Saint Mama

Short stories

Püha Maama

Saint Mama (Short stories, Estonian)
Published by Tuum, 2008, pp. 144

Elo Viiding (also Elo Vee, (1974), see ELM 20, Spring 2005 ) published her début collection of poetry in 1990. Saint Mama is her ninth book and her second collection of short stories.

Viiding is from a literary family: her father was the poet and actor Juhan Viiding, her grandfather was the poet and prose author Paul Viiding, her grandmother was the translator Linda Viiding, etc. She has been immersed in literature and theatre since her very first breath. 

Elo Viiding has been called a defiant and enigmatic person with a protesting spirit, and people are surprised that this young woman is prepared to present voices oppressed by society. Her texts are characterised by a feminist viewpoint and critical social attitude. Her interviews in the press very often try to explain her uncompromising texts and comment on her disdain and resistance. Her word is like a knife that she uses to scrape and scratch at our modern times. Still, Viiding does not fight on barricades; rather, she is an observer, more of a hermit and ascetic, and she prefers to continue to search than to be content with things already found. Her books seem to be composed of fragments; with talent and promise, she moves her texts on the borders of poetry and prose. Viiding’s prose and poetry remain close together: pieces of her prose carry on the themes started in her verse. Her text flows; she has even confirmed that associative writing is her method. Many of her works look like slices of a whole, characterised by a quality of being unfinished, conveying the sense of being on the road, in an irresistible search for something.
Viiding is reluctant to give in to any kind of pressure or the opinions of the crowd. In an interview in Postimees (31.05.2008) she says, “Fortunately, I am not under pressure and, for this, I am very grateful to the environment that I live in. Right now, I am a person who believes that the only right way of living is the way that one lives, and that one always has to have an enthusiastic and positive outlook on life; ceaseless activity is an ultimate value. Besides, I have received from my environment such a reflective and silent introversion and a certain amount of meditative pessimism, or pessimistic meditativeness, essential for creative work”.

Saint Mama opens with reminiscences, where the main role is played by the author’s father. The stories that follow, depicting the present day, are partly based on reality and partly on abstract fantasy images; the plot is often dream-like. Quite often, Viiding includes some kind of psychoanalytical key for the reader in her stories. She does not hide this key, but encourages her readers to find it. Such a key can also be found at the beginning of the book, in the novelette “Pietro”, written on Freud’s birthday. Viiding's stories are usually written from a woman’s standpoint, or tell about women. In the story “Toomas and Elsa”, only Elsa’s voice can be heard, “since the only thing that Elsa fully and completely understands in this world, and somehow she understands only this, is stubborn and defiant selfishness”. The selfish voice of her short stories despises general curiosity and gossip, uniformity and the all-devouring mainstream. Opposition to the pressure applied by society on individuals can especially be seen in her attitude towards reproduction. “Who would need these traumatised people”, reflects Elsa in “Toomas and Elsa”, because society requires only obedient servants of the state.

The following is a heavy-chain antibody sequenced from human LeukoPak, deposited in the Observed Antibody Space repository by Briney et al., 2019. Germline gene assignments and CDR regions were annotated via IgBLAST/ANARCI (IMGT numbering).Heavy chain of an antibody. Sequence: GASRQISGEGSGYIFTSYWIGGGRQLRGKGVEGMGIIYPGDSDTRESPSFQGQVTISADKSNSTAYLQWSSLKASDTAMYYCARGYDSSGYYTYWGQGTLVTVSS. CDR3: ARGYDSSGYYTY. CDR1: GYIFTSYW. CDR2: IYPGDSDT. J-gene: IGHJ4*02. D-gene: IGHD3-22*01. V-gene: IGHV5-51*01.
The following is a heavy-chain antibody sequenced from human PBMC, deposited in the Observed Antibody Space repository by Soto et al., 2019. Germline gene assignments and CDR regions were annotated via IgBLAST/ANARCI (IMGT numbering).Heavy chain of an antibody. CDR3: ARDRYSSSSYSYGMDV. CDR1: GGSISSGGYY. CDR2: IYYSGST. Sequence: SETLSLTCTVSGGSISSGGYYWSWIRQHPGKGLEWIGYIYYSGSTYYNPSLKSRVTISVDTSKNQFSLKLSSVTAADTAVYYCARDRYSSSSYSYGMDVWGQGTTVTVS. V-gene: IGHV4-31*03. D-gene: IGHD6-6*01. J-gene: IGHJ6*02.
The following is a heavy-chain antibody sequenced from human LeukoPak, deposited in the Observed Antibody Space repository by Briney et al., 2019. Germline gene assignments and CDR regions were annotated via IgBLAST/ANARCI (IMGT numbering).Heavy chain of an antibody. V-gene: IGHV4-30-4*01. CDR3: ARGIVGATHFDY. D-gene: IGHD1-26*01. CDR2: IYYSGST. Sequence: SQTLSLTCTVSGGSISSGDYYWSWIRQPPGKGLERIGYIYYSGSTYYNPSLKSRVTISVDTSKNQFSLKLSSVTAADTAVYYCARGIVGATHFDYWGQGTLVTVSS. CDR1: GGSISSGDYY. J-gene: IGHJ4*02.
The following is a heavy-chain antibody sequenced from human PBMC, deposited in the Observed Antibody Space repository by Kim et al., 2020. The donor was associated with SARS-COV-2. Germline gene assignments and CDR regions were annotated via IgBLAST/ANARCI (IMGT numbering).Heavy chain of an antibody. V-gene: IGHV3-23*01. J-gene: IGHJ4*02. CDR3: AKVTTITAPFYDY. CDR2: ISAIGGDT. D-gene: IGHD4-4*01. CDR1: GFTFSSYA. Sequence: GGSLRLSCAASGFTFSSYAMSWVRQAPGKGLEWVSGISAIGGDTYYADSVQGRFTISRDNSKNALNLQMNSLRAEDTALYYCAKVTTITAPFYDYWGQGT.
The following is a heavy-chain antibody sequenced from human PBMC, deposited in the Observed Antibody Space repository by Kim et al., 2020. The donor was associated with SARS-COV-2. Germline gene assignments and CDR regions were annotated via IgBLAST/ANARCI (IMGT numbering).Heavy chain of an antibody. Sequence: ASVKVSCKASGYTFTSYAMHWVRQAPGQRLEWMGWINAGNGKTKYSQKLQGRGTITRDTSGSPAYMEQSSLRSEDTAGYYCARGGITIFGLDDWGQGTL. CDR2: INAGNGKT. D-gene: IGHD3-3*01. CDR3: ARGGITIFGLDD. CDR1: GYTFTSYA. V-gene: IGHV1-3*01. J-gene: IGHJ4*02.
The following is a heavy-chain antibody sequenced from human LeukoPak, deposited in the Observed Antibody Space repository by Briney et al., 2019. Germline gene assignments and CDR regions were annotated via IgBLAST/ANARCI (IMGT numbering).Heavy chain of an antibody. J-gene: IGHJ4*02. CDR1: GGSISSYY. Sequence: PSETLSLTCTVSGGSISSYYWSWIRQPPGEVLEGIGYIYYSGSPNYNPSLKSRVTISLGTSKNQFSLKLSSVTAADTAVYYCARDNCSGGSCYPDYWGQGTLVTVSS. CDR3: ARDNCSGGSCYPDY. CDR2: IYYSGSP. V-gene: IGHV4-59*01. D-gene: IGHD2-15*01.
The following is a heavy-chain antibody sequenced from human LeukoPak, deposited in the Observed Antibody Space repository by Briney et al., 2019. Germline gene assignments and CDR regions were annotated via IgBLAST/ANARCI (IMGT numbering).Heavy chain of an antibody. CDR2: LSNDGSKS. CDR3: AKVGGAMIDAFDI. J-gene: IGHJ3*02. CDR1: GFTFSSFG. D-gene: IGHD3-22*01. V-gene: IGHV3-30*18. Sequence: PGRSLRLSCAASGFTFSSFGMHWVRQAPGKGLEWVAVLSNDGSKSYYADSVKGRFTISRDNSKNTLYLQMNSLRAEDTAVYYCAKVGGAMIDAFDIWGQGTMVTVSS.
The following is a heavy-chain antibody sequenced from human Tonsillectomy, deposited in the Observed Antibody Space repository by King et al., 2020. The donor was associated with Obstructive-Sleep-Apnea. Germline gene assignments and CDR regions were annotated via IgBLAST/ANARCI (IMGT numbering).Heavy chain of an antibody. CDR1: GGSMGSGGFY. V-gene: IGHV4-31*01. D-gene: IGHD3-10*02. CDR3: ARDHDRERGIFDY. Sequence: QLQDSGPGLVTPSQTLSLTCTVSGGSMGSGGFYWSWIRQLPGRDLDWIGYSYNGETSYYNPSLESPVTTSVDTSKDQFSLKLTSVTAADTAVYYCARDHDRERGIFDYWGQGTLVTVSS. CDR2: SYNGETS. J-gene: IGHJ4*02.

Like a neophyte who has to live fully each moment, Viiding opposes herself, in meditative protest, to the pressure of society and moving along with the masses. A woman with a child is seen as a victim of everyday routine, but also as a product of society who is unable to reflect it, as well as the symbol of the same society. Saint Mama is, just as Elo Viiding states in the above-mentioned interview, a woman saint of the present day /---/: she is special through and through. Already the fact that she exists makes her special. She is a mystified being who delivers humankind from its stupidity, evil and other vices. Saint Mama, together with her mother Ljuda and her little boy, is as natural as nature, genuine in her vulgarity and her attempts to overcome vulgarity through vulgarity. She is the most ordinary woman, for example, a suburban working woman, a woman who raises her children alone, not a virginal Mary, but a sinful Mary Magdalene. Irony pales before her; she is to be admired, but only from afar, because it is worthwhile to love, both inside oneself and through oneself,  only a child, not the future of the child deviating into parenthood. 

Rutt Hinrikus

First published in Estonian Literary Magazine

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